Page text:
Retired Brigadier Brian Parritt of Kent, England, made a discovery while digging through his garden; it was an old, rusted military tag engraved with the name Harry V. Queen of Olney Street in Watertown.
A dog tag left behind by a Watertown soldier was found in the backyard of a home in England last month.
Retired Brigadier Brian Parritt of Kent made a discovery while digging through his garden; it was an old, rusted military tag engraved with the name Harry V. Queen of Olney Street in Watertown. Found near the tag was a blue pin with the word “carbine,” a medal that Parritt said might have qualified Queen as a rifle marksman.
Parritt said his home in southeast England was used as headquarters for U.S. airmen in the 406th Fighter Group in 1944. When he found the dog tag, Parritt called his 11-year-old grandson, Henry Booth from Newton, to report the coincidence
“I didn’t believe it when I saw Watertown,” said Parritt via phone. “I remember stopping to buy ice cream there with my family.”
Henry, a World War II history buff in sixth grade, has the tag and hopes to return it to the Queen family. Harry Queen’s mother, Nellie Queen, was inscribed on the tag as his next of kin. Dog tags were worn by military personnel and are primarily used for the identification of dead and wounded. They also provide essential basic medical information.
“We thought it was an amazing coincidence that in all the cities and towns in the whole country, it was Watertown,” Henry said.
The family who now lives in the Olney Street residence said the name Queen does not ring a bell. The house was once a two-family home before the current residents moved in.
According to Veterans Service Officer Bob Erickson, the military tag is legitimate, according to Massachusetts war records. Erickson cautioned that some unscrupulous people create fake dog tags as scams.
Harry Queen was once a Watertown resident, born in Waltham in 1913. If Queen is still alive, he would be 94 years old. The ID numbers engraved on the tag enabled Erickson to look into Queen’s military background.
Queen was a sergeant in the Army Air Force, and enlisted on Jan. 13, 1943, at the age of 30. A certificate of honorable discharge found by Erickson notes that Queen separated from the military in November 1945 from Fort Devens in Massachusetts.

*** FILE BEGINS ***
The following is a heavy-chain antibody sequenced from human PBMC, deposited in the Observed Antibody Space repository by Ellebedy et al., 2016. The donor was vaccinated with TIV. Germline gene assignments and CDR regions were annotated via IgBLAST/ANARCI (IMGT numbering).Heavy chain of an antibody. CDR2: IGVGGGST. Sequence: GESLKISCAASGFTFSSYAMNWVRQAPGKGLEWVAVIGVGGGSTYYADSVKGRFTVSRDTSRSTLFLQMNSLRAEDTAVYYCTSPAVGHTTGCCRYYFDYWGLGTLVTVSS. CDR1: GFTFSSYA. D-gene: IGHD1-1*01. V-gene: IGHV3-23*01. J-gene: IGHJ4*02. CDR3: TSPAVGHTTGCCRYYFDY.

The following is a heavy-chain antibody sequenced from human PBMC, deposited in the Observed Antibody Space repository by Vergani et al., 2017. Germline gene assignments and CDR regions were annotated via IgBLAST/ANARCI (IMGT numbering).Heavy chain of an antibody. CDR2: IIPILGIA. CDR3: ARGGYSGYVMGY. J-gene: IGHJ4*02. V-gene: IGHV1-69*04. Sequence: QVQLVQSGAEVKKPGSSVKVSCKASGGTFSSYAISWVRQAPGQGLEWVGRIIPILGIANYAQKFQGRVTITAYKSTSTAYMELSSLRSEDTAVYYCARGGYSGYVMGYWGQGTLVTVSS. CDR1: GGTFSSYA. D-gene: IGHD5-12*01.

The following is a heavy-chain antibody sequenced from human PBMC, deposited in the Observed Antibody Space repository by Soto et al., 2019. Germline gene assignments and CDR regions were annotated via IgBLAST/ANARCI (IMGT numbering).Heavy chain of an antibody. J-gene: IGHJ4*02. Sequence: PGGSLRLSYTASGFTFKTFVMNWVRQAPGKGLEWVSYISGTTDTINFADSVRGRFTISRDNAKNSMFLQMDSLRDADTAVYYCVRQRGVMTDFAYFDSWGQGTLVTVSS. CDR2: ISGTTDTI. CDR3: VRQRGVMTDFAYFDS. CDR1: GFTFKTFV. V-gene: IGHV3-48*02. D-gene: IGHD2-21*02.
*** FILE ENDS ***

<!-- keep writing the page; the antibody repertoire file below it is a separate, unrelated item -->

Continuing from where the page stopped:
Parritt, a brigadier and former director of British Army Intelligence Corps, has lived in his home in England since 1973, and was familiar with the story of the fighter pilots and Army officers who took over the property for six months in preparation for D-Day.
“Their planes were all around the field,” he said. “They set up tents where my garden is now. They were brave young men.”
A week prior to the overseas discovery, Henry had spent time with his “Grandpop” Parritt to learn about the war from a British perspective.
“He came back quoting Winston Churchill,” said Henry’s mother, Julie Booth. “He goes around the house telling his two brothers, ‘We shall never surrender.’”
Henry said one day he hopes to become a diplomat like the United Kingdom’s former prime minister.
“I’d like to be able to bring countries together,” he said.“Ambassador Booth,” his mother, Julie, chimed in.
Parritt said being able to share World War II history with his grandson and travel throughout the country was memorable.
“It made a strong emotional bond with him,” said Parritt.
Julie said finding the dog tag has created another bond between her son’s background.
“It links together his American and British heritage,” she said. “This is history come alive.”Do you know Harry V. Queen?
Anyone with information on Watertown soldier Harry V. Queen, who once lived on Olney Street, is asked to contact Bob Erickson, Watertown’s veterans’ service officer, at 617-972-6416 or firstname.lastname@example.org.About the 406th Fighter Group
According to www.406fightergroup.org, the young airmen fought their way across Europe during World War II and flew P-47 Thunderbolts:
“From D-Day to the Battle of the Bulge to final victory in Germany, the 406th was there front and center. They flew their first operational mission and got their first taste of war on May 9, 1944, from Ashford, Kent. The 406th were the first U.S. unit to shoot down a “Doodle Bug,” were the first aircraft over Omaha Beach and were the first unit to establish an advanced airstrip in France after D-Day.
- Watertown (Mass.) TAB